A last example of their warmth was one couple, probably the same age and Shirley and I, who wanted a picture with us and were keen to let us know that they were happy that we had come all the way from Canada to visit their home town of Sochi.  We traded pins with them (a Moscow 1980 pin for a Canada Olympic pin) and after a couple moments decided we would give them the luge tickets which we wouldn’t be able to use.  I really regret not taking a photo with them because they were incredibly gracious and the guy’s girlfriend let out a barely audible squeal of excitement when he told her that they had just been gifted tickets to another event.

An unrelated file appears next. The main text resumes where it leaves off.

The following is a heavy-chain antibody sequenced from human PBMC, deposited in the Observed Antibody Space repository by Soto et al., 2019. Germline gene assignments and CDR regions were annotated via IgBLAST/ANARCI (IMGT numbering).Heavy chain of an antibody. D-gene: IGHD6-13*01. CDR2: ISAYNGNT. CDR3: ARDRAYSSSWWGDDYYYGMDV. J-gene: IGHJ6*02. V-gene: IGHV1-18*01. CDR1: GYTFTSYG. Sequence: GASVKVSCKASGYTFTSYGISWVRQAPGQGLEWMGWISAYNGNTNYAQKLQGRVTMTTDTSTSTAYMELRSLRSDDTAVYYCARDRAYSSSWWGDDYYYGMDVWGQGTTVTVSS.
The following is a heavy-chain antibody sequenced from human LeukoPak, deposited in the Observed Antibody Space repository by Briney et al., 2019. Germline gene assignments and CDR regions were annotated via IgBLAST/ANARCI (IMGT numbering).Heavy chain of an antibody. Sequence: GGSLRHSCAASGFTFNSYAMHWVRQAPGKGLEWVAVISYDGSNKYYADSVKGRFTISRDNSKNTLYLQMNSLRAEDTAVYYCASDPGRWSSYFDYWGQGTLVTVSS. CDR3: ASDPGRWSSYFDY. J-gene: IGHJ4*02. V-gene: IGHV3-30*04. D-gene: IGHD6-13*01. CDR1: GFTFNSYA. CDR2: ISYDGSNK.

I get that maybe not all Russians are like that.  There’s a definite sample bias here because we were interfacing with the ones who wanted to be at the Olympics, and who wanted that international exchange, and who wanted to welcome the world to their country.  But I do leave the Olympics with a little bit of hope.  Hope that maybe a few of those Russians will go home thinking a little better of us, and maybe a few of us will go home thinking a little better of Russia.  In spite of all the criticisms of commercialism around the Olympics, and insinuations of back-door deals within the IOC, and sky high spending and security costs, I believe that the Olympics remain at its core a good thing.